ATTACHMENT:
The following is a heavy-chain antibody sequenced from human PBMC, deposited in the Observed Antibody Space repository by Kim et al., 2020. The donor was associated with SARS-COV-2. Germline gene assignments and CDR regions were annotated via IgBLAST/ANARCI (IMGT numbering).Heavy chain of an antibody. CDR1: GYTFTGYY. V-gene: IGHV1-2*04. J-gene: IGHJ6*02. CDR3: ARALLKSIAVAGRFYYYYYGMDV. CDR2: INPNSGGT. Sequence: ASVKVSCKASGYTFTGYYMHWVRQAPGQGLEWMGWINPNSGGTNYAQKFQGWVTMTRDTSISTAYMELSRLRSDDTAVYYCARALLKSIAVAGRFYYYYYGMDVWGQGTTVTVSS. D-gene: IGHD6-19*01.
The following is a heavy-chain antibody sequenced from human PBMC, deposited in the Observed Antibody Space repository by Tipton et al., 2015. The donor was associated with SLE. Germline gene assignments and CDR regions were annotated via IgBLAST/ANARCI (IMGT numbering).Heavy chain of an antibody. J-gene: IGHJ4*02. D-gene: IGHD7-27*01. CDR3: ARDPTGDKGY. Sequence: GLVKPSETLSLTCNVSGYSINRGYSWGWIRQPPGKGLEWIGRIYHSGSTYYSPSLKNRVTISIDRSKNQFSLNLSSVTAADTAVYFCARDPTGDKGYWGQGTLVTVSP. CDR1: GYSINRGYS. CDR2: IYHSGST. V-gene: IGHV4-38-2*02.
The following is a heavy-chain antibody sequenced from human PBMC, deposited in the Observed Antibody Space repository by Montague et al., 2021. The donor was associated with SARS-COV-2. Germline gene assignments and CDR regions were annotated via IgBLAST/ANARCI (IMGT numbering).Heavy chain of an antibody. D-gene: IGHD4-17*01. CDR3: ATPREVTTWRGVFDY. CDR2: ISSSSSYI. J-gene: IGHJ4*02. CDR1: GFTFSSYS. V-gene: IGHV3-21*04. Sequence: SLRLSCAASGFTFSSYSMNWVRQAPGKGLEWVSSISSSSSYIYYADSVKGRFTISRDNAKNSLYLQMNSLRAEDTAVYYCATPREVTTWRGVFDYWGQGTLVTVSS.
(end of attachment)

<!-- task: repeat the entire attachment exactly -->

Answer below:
The following is a heavy-chain antibody sequenced from human PBMC, deposited in the Observed Antibody Space repository by Kim et al., 2020. The donor was associated with SARS-COV-2. Germline gene assignments and CDR regions were annotated via IgBLAST/ANARCI (IMGT numbering).Heavy chain of an antibody. CDR1: GYTFTGYY. V-gene: IGHV1-2*04. J-gene: IGHJ6*02. CDR3: ARALLKSIAVAGRFYYYYYGMDV. CDR2: INPNSGGT. Sequence: ASVKVSCKASGYTFTGYYMHWVRQAPGQGLEWMGWINPNSGGTNYAQKFQGWVTMTRDTSISTAYMELSRLRSDDTAVYYCARALLKSIAVAGRFYYYYYGMDVWGQGTTVTVSS. D-gene: IGHD6-19*01.
The following is a heavy-chain antibody sequenced from human PBMC, deposited in the Observed Antibody Space repository by Tipton et al., 2015. The donor was associated with SLE. Germline gene assignments and CDR regions were annotated via IgBLAST/ANARCI (IMGT numbering).Heavy chain of an antibody. J-gene: IGHJ4*02. D-gene: IGHD7-27*01. CDR3: ARDPTGDKGY. Sequence: GLVKPSETLSLTCNVSGYSINRGYSWGWIRQPPGKGLEWIGRIYHSGSTYYSPSLKNRVTISIDRSKNQFSLNLSSVTAADTAVYFCARDPTGDKGYWGQGTLVTVSP. CDR1: GYSINRGYS. CDR2: IYHSGST. V-gene: IGHV4-38-2*02.
The following is a heavy-chain antibody sequenced from human PBMC, deposited in the Observed Antibody Space repository by Montague et al., 2021. The donor was associated with SARS-COV-2. Germline gene assignments and CDR regions were annotated via IgBLAST/ANARCI (IMGT numbering).Heavy chain of an antibody. D-gene: IGHD4-17*01. CDR3: ATPREVTTWRGVFDY. CDR2: ISSSSSYI. J-gene: IGHJ4*02. CDR1: GFTFSSYS. V-gene: IGHV3-21*04. Sequence: SLRLSCAASGFTFSSYSMNWVRQAPGKGLEWVSSISSSSSYIYYADSVKGRFTISRDNAKNSLYLQMNSLRAEDTAVYYCATPREVTTWRGVFDYWGQGTLVTVSS.